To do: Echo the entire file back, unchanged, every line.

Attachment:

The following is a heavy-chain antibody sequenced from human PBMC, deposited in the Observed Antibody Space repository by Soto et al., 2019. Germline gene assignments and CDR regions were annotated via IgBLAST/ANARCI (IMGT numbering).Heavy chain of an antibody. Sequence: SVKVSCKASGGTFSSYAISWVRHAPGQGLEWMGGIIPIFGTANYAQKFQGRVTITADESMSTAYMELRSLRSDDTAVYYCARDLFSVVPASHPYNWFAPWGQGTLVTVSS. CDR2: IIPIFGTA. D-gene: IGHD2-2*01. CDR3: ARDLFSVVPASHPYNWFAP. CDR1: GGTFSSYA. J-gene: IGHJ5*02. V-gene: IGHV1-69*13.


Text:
The following is a heavy-chain antibody sequenced from human PBMC, deposited in the Observed Antibody Space repository by Soto et al., 2019. Germline gene assignments and CDR regions were annotated via IgBLAST/ANARCI (IMGT numbering).Heavy chain of an antibody. Sequence: SVKVSCKASGGTFSSYAISWVRHAPGQGLEWMGGIIPIFGTANYAQKFQGRVTITADESMSTAYMELRSLRSDDTAVYYCARDLFSVVPASHPYNWFAPWGQGTLVTVSS. CDR2: IIPIFGTA. D-gene: IGHD2-2*01. CDR3: ARDLFSVVPASHPYNWFAP. CDR1: GGTFSSYA. J-gene: IGHJ5*02. V-gene: IGHV1-69*13.